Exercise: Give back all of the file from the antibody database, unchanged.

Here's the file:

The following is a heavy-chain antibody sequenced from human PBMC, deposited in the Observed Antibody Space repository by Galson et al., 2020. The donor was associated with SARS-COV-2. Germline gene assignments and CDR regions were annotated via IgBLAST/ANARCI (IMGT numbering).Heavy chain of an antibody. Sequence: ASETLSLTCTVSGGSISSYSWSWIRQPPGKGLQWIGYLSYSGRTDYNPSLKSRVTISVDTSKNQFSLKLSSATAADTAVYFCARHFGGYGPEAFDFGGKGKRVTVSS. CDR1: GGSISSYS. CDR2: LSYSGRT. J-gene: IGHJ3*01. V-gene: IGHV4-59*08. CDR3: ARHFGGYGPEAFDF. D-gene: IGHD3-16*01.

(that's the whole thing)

The following is a heavy-chain antibody sequenced from human PBMC, deposited in the Observed Antibody Space repository by Galson et al., 2020. The donor was associated with SARS-COV-2. Germline gene assignments and CDR regions were annotated via IgBLAST/ANARCI (IMGT numbering).Heavy chain of an antibody. Sequence: ASETLSLTCTVSGGSISSYSWSWIRQPPGKGLQWIGYLSYSGRTDYNPSLKSRVTISVDTSKNQFSLKLSSATAADTAVYFCARHFGGYGPEAFDFGGKGKRVTVSS. CDR1: GGSISSYS. CDR2: LSYSGRT. J-gene: IGHJ3*01. V-gene: IGHV4-59*08. CDR3: ARHFGGYGPEAFDF. D-gene: IGHD3-16*01.